Exodus!: Religion, Race and Nation in Early Nineteenth-century Black America

Hardback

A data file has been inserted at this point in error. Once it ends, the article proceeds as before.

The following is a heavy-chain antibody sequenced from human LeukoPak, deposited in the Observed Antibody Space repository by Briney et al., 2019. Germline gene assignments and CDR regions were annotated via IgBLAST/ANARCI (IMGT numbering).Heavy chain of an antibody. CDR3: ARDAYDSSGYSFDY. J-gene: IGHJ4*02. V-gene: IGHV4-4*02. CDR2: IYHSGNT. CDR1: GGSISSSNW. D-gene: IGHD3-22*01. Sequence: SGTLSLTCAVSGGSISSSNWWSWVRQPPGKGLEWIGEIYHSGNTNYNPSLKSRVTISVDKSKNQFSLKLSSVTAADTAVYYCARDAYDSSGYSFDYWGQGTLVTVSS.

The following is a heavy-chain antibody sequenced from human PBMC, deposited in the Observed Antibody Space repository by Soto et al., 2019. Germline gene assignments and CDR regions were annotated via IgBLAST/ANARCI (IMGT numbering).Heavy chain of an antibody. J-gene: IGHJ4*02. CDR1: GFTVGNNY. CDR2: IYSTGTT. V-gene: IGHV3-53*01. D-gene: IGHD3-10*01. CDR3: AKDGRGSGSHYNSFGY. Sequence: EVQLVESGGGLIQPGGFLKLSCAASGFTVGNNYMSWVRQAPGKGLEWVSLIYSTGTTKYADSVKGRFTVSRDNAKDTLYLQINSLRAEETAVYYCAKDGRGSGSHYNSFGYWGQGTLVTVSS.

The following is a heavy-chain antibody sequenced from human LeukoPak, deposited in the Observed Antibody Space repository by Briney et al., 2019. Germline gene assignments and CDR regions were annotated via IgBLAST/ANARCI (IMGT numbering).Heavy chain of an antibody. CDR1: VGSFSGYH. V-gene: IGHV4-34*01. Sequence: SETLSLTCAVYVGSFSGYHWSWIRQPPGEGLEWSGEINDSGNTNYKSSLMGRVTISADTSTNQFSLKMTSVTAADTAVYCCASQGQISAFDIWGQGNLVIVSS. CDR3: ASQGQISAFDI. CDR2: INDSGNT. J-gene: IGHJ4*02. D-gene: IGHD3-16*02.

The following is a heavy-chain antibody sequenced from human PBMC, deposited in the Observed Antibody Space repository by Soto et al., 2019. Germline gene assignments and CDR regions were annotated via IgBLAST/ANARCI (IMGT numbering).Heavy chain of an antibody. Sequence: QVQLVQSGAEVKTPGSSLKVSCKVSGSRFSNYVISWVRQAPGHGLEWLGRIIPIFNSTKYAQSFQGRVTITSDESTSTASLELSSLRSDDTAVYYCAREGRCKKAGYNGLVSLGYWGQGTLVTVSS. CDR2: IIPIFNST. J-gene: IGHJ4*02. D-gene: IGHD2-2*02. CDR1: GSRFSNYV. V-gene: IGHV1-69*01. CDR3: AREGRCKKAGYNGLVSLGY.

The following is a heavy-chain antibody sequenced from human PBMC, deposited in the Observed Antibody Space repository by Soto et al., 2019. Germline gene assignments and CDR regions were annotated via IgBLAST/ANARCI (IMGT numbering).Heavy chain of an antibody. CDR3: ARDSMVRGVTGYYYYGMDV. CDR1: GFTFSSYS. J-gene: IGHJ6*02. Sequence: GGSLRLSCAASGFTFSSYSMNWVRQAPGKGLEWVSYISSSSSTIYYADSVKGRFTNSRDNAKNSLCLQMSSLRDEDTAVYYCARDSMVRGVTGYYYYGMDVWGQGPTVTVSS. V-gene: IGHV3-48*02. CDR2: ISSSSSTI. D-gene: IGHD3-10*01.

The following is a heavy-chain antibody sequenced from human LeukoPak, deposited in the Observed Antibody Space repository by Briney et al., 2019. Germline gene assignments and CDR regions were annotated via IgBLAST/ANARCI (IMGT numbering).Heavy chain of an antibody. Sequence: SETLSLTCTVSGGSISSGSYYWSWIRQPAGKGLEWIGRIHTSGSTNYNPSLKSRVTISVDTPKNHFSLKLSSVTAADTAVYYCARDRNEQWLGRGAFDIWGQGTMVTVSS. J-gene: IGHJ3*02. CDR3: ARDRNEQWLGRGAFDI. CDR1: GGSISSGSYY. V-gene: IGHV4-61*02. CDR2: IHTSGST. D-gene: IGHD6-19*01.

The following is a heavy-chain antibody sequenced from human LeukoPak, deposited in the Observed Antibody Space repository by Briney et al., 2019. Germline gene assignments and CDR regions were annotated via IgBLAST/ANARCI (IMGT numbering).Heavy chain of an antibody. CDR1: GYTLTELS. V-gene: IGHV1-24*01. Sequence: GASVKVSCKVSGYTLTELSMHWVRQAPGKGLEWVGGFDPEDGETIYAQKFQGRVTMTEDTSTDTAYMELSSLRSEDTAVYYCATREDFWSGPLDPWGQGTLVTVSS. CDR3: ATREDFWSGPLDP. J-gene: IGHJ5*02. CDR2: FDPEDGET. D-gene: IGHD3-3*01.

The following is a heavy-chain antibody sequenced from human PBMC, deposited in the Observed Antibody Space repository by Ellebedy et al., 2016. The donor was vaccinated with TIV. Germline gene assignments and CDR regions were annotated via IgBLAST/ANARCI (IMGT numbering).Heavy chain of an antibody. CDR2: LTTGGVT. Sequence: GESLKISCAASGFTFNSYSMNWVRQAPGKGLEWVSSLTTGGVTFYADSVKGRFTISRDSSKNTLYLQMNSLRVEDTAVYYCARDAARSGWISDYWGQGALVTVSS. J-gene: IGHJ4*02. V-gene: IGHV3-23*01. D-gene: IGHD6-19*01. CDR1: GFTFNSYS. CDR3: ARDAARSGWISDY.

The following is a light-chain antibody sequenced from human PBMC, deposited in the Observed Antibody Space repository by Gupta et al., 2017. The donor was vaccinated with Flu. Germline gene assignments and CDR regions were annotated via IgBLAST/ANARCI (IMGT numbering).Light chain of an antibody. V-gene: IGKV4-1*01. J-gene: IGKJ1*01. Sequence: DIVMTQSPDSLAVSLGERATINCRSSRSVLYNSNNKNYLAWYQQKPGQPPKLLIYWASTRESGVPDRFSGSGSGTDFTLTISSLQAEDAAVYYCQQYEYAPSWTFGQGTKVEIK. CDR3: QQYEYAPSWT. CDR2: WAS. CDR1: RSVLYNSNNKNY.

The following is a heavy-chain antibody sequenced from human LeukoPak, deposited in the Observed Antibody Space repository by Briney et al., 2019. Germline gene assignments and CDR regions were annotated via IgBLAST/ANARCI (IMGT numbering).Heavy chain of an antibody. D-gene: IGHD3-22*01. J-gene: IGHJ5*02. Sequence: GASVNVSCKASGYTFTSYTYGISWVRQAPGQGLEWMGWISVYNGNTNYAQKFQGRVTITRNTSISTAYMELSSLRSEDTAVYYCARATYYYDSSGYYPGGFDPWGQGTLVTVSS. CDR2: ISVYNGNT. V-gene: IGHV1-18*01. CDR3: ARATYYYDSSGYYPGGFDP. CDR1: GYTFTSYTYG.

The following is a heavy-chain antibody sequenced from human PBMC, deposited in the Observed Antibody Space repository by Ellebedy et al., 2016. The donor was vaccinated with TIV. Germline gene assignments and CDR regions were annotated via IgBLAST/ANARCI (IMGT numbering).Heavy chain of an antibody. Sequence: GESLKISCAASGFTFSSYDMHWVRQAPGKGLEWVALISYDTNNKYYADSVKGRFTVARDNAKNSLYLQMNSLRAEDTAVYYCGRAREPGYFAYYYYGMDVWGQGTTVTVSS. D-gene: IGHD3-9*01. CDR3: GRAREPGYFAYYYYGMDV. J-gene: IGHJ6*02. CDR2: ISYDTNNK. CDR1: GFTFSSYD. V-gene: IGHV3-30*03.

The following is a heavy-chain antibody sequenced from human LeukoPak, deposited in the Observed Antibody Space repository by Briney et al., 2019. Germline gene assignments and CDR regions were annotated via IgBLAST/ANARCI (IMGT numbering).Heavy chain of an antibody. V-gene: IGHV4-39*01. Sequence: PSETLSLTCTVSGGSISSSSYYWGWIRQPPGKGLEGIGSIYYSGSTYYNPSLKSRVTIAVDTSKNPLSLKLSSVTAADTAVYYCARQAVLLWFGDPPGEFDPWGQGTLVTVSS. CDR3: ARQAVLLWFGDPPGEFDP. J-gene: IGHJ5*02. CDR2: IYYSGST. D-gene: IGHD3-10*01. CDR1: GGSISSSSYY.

No other story in the Bible has fired the imagination of African Americans quike like that of Exodus. Its tale of suffering and the journey to redemption offered hope and a sense of possibility to people facing seemingly insurmountable evil. Exodus! shows how this biblical story inspired a pragmatic tradition of racial advocacy among African Americans in the early 19th century - a tradition based not on race but on a moral politics of respectability. Eddie S. Glaude, Jr., begins by comparing the historical uses of Exodus by black and white Americans and the concepts of nation it generated. He then traces the roles that Exodus played in the National Negro Convention movement, from its first meeting in 1830 to 1843, when the convention decided - by one vote - against supporting Henry Highland Garnet's call for slave insurrection. Exodus! reveals the deep historical roots of debates over African-American national identity that continue to rage today. It should engage anyone interested in the story of black nationalism and the promise of African-American religious culture.